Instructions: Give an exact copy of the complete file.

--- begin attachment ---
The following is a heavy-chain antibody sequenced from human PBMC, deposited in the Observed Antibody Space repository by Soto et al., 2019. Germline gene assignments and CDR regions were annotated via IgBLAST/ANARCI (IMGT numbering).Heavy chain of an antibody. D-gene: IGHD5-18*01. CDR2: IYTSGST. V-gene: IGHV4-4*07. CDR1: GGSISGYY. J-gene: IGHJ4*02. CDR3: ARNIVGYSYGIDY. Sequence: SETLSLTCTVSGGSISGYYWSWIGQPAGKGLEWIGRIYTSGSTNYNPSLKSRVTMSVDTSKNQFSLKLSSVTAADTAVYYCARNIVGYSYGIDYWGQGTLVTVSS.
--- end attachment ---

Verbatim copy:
The following is a heavy-chain antibody sequenced from human PBMC, deposited in the Observed Antibody Space repository by Soto et al., 2019. Germline gene assignments and CDR regions were annotated via IgBLAST/ANARCI (IMGT numbering).Heavy chain of an antibody. D-gene: IGHD5-18*01. CDR2: IYTSGST. V-gene: IGHV4-4*07. CDR1: GGSISGYY. J-gene: IGHJ4*02. CDR3: ARNIVGYSYGIDY. Sequence: SETLSLTCTVSGGSISGYYWSWIGQPAGKGLEWIGRIYTSGSTNYNPSLKSRVTMSVDTSKNQFSLKLSSVTAADTAVYYCARNIVGYSYGIDYWGQGTLVTVSS.